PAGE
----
Another Financial Crisis Is Looming-Here’s Why and How It Will Play Out
By David Dayen, AlterNet
March 26, 2014
So are we on the precipice of another financial crisis, and what will it look like?
To be sure, danger still lurks in the mortgage market. The latest get-rich-quick scheme, with private equity firms buying up foreclosed properties and renting them out, then selling bonds backed by the rental revenue streams (which look suspiciously like the bonds backed by mortgage payments that were a proximate cause of the last crisis), has the potential to blow up. And continued shenanigans with mortgage documents could lead to major headaches. A new court case against Wells Fargo uncovered a bombshell, a step-by-step manual telling attorneys how they can fake foreclosure papers on demand; the fallout could throw into question the true ownership of millions of homes. Even subprime mortgages are in the midst of a comeback, because what could go wrong?
Recent actions from the Federal Reserve suggest that they are thinking about guarding against financial instability, amid concern that microscopic interest rates and expanded balance sheets have fed speculation. In addition, the Securities and Exchange Commission recently began looking into leveraged loans that have been packaged into bonds known as collateralized loan obligations, or CLOs. These CLOs are traded privately between buyers and sellers, so regulators cannot discern whether they hide risks, or whether the sellers cheat the buyers on prices. And some of them are “synthetic” CLOs – derivatives that are basically bets on whether the underlying loans will go up or down, without any stake in the loans themselves. Recently, commercial banks have attempted to get CLOs exempt from the Volcker rule, the prohibition on trading with depositor funds. CLO issuance has skyrocketed since this lobbying push, and it could be the next vessel Wall Street uses for their gambling activities.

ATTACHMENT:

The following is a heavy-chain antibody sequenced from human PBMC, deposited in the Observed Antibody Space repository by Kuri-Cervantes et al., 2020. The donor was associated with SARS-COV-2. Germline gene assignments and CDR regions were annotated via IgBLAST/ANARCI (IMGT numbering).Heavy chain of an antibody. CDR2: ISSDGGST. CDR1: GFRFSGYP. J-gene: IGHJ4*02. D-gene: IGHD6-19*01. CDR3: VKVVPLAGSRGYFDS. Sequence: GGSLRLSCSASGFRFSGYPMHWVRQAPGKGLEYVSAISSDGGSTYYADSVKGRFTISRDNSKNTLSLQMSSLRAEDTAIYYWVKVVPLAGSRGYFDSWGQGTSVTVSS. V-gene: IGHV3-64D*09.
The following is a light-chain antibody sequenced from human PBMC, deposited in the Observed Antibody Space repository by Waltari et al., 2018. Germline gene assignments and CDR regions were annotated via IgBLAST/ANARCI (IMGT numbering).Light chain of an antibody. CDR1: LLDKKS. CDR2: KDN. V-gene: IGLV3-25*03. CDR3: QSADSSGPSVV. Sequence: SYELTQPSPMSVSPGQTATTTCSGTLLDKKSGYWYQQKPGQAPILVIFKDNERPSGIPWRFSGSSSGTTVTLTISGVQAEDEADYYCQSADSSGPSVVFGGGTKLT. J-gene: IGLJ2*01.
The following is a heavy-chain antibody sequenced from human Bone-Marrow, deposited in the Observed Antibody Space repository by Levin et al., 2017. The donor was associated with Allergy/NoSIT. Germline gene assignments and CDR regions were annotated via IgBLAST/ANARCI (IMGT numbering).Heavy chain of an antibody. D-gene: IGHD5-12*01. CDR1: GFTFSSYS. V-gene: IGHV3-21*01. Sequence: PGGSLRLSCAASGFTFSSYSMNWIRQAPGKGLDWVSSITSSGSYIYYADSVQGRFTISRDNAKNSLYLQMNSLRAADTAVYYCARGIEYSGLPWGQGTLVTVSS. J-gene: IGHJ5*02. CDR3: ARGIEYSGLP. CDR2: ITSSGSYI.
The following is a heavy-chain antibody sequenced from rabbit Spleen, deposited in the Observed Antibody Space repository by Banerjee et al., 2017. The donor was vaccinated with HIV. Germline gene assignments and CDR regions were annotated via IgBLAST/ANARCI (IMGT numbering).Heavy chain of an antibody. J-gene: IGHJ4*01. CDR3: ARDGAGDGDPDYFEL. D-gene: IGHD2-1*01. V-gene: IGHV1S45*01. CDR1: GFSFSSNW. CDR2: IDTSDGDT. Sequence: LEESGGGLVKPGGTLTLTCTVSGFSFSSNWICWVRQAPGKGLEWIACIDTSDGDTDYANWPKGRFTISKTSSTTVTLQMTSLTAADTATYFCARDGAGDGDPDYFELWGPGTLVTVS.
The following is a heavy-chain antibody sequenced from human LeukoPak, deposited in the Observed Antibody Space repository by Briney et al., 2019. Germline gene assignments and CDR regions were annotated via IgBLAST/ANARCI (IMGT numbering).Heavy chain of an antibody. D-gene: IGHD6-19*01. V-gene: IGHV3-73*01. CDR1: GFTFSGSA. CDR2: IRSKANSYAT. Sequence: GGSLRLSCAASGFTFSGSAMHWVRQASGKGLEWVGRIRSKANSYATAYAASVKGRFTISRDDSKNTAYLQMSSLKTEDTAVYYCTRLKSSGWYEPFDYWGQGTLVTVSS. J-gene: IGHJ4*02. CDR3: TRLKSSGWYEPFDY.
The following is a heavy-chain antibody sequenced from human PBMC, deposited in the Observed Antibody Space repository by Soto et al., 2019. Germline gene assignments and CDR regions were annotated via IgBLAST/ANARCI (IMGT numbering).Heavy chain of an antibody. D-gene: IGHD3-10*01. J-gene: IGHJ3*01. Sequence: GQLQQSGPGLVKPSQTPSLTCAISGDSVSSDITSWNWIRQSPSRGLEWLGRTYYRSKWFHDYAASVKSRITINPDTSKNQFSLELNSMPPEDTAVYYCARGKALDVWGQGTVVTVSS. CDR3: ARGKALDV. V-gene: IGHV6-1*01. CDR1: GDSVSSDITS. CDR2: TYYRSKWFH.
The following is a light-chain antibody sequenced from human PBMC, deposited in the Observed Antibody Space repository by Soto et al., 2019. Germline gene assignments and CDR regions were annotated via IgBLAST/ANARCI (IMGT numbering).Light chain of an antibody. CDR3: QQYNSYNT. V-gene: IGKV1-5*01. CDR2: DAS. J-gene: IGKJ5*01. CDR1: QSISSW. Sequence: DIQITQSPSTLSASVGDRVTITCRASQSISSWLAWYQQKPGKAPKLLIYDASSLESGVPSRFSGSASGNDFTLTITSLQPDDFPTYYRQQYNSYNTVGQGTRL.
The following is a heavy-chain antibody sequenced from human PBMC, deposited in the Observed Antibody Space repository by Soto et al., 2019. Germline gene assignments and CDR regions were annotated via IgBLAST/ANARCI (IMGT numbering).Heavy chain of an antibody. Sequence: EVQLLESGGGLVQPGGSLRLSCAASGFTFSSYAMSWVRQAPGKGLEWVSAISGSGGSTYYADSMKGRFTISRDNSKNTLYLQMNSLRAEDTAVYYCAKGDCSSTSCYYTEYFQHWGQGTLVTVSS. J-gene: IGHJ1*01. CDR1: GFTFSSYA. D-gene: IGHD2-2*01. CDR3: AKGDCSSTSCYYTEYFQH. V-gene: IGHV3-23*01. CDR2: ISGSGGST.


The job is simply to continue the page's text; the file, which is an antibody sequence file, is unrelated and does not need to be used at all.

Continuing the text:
But whether the SEC will actually enforce securities laws on CLOs, and drive them out of the shadows, remains to be seen. And other examinations of shady derivatives deals and price-fixing, if past history is a guide, will end with cost-of-doing-business settlements instead of true accountability. Meanwhile, we are told that the economy has little to fear from big bank failures. The Federal Reserve recently released results of its stress tests on the 30 biggest banks; it claims that 29 of them would hold up in the event of a deep recession. But the stress tests, designed in conjunction with the banks subjected to them, do not realistically measure the reality of a financial crisis, and if they did, the banks would all fail them.
Ultimately, we don’t yet know exactly where the next financial crisis will emerge. But we do know how the conditions for future crises get set. When law enforcement fails to prosecute Wall Street for prior misdeeds, they give no reason for them to curb their behavior.
Similarly, the size and power of the largest financial institutions, which has only grown since the crisis, virtually guarantees similar outcomes. Congress and the White House have not yet moved to chop these behemoths down to size; as a result, their sprawling corporate structures and inadequate risk controls make them almost unmanageable.